Fort Lewis enrolls over 126, 000 soldiers and family members and projects over 2,700 births annually.
Fort Lewis has the largest troop population at a base with a teaching medical center.
Fort Lewis is ranked third in the nation among Army Medical Centers in births.
Maternal-fetal medicine, urogynecology, GYN oncology, pediatric surgery, medical genetics, and pediatric subspecialties have an existing and long-term presence at Madigan.
Madigan is home to the only Department of Defense fellowships in developmental pediatrics and maternal-fetal medicine.
The Military Construction Appropriations Bill will be considered by the full Appropriations Committee tomorrow and will then be sent to the full Senate for consideration.
Turning to some of today's reported violence . . .
Laith Hammoudi (McClatchy Newspapers) reports a Mosul car bombing which injured fourteen and a Baquba roadside bombing which left two police officers injured.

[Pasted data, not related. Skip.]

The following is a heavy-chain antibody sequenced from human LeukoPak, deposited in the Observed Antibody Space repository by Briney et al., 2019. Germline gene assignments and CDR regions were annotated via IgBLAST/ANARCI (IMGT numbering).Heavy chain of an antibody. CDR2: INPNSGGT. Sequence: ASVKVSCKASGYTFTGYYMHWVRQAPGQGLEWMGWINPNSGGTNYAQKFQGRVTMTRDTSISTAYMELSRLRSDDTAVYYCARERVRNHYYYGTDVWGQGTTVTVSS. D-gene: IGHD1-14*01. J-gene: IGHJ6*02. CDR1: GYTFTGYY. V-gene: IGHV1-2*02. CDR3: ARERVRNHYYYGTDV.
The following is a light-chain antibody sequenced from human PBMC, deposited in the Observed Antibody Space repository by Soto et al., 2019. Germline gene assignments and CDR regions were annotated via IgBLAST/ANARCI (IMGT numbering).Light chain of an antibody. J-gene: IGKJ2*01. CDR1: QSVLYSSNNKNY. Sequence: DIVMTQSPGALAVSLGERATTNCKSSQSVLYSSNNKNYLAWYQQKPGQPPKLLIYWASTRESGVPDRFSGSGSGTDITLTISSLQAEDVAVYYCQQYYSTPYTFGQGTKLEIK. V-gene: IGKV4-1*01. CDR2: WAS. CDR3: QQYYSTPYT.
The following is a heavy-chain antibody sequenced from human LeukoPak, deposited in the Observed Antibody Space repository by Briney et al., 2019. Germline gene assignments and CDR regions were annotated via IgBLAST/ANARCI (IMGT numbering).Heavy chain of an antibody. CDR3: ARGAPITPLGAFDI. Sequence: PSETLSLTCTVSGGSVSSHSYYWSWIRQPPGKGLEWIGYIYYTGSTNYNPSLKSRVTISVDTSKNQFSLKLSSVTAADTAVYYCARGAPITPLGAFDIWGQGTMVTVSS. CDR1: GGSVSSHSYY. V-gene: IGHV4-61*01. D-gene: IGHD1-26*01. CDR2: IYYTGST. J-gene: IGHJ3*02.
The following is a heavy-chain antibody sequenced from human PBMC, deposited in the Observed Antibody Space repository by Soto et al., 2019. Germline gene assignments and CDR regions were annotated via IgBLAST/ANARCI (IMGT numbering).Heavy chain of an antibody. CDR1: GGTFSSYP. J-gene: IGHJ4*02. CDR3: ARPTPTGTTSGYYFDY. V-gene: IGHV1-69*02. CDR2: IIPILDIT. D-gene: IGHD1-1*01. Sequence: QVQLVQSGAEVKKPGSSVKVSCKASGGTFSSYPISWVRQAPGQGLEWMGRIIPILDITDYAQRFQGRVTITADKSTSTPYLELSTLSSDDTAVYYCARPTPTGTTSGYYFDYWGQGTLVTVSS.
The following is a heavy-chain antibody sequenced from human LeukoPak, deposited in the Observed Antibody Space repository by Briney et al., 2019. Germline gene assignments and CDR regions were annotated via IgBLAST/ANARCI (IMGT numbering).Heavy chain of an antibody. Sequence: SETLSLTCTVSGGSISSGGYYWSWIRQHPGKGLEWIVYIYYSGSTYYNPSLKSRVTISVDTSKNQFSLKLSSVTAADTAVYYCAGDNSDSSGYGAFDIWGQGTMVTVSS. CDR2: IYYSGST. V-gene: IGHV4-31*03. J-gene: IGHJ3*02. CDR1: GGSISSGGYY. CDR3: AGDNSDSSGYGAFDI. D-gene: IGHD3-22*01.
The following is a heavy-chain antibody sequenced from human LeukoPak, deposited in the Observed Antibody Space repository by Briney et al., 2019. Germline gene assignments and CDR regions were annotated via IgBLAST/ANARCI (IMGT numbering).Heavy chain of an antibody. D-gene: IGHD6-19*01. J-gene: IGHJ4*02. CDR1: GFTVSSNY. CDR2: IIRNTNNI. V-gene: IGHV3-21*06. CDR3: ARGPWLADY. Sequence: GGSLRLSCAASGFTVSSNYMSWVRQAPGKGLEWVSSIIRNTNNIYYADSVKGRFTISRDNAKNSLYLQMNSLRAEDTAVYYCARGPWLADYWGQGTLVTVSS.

Laith Hammoudi (McClatchy Newspapers) reports a traffic police officer was injured in a Mosul shooting, 1 person was shot dead "inside a medical center" (also in Mosul) and assailants attacked two police officers at a Mosul checkpoint (stabbing them to death) and then shot up another Mosul checkpoint.
Beau notes Robert Taylor's "Out of Iraq? Don't Bet On It" (Examiner):
This is part of Obama’s new “grand strategy” to “pull out” from Iraq by December 31, 2011, and until then U.S. forces will remain as night watchmen and have permission to enter cities only when the Iraqi government asks them to. U.S. puppet Prime Minister Malaki is hailing this as a “victory” for the Iraqi people, though there are still going to be 130,000 troops waiting for his call to crush anyone him and his Army can’t handle on their own.